Will this new plan for revitalizing all 51 miles of the Los Angeles River end a quarter century of “Perpetual Planning Syndrome”?

As recently described in the 2020 book, RECONOMICS: The Path To Resilient Prosperity, many communities suffer from a debilitating disease know as Perpetual Planning Syndrome (PPS).

The signs of this malady are obvious enough: the publication of plans is confused with actual action, so little progress is made, but planners, engineers and architects are kept full employed, and political leaders don’t incur any risk of failure, since producing a new plan is a guaranteed “win.”

The restoration and revitalization of the over-engineered, near-lifeless Los Angeles River could be said to suffer from PPS. It’s seen a constant series of inspiring, grandiose visions and plans from a variety of agencies, non-profits and design firms over the past 24 years, but precious little progress.

Now, the latest has arrived, and this is the first one to encompass renewing the entire 51-miles of the former living river, which is now mostly an ugly concrete ditch surround by devitalized neighborhoods fragmented by this ecological atrocity, which has been used many times as the set for horror and dystopian science fiction movies.

This revised plan focuses on “eco-friendly” projects that restore water quality and enhance public access to parks, all while addressing social issues in a way that helps revitalize surrounding neighborhoods.

It doesn’t actually propose any specific projects, of course. That would be too measurable.

Bruce Reznik, executive director of Los Angeles Waterkeeper, an environmental group that advised on the plan, said the ecological health of the river in light of climate change must be balanced with the needs of adjacent communities in terms of providing open space as well as protections against displacement and gentrification.

We want to see a plan that really takes a holistic approach to the entire river,” he said. “This is the one opportunity we have to set a clear vision with clear priorities.

Back in October of 2016, the Los Angeles County Board of Supervisors directed Public Works to work with other County Departments to update the LA River Master Plan for the first time in over 20 years. This kicked off a multi-year process, involving dozens of community meetings, thousands of community members, and a diverse Steering Committee to help ensure the plan reflects the diverse interests along the river.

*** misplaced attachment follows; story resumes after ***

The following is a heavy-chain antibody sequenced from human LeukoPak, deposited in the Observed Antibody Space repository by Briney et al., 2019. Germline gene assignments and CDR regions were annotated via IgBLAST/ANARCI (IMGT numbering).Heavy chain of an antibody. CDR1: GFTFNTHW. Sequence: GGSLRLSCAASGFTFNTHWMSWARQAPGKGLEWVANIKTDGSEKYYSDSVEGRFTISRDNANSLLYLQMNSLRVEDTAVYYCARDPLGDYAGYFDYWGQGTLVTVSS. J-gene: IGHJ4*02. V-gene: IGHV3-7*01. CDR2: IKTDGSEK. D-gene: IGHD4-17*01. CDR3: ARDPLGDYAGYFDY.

In the midst of current events that include the health pandemic, social justice uprisings, and wildfires worsened by climate change, it is clear the LA River is a critically important, often overlooked, public resource in the County.

Here’s what the county says about the new plan:

We want the plan to be comprehensive, thoughtful, and representative of the various community voices as we lay the groundwork for the next 25 years of investment in the river. These investments are not only an engine of economic recovery for the region, they are essential to addressing the disparity within our communities and improving the quality of life and ecosystem health for current and future generations of Angelenos.

We have a vision for the LA River to become 51 miles of connected public open space that provides landmark opportunities to reduce flood risk and improve resiliency, support healthy and connected ecosystems, address potential adverse impacts to housing affordability and people experiencing homelessness, promote healthy, safe clean water, and create jobs while fostering opportunities for arts, culture, and community engagement. These goals have perhaps never been more important than right now and the LA River can help us achieve them.

Specifically, Los Angeles County’s 2020 LA River Master Plan identifies opportunities for the following:

  • Over 200 potential project sites that will create local jobs;
  • Thousands of acres of publicly accessible open space that will help address public health issues, especially in the most disadvantaged communities;
  • Innovative multi-benefit projects that assist in mitigating future disasters, such as flooding, drought, and extreme heat events, while enhancing ecosystem function;
  • Actions for affordable housing and homelessness, a key initiative to address displacement in areas vulnerable to gentrification; and
  • A framework for future community engagement to influence projects built under the plan.

The draft 2020 LA River Master Plan is now available for a 60-day public comment review period.

Photo courtesy of the County of Los Angeles.

Download the revised master plan (PDF).

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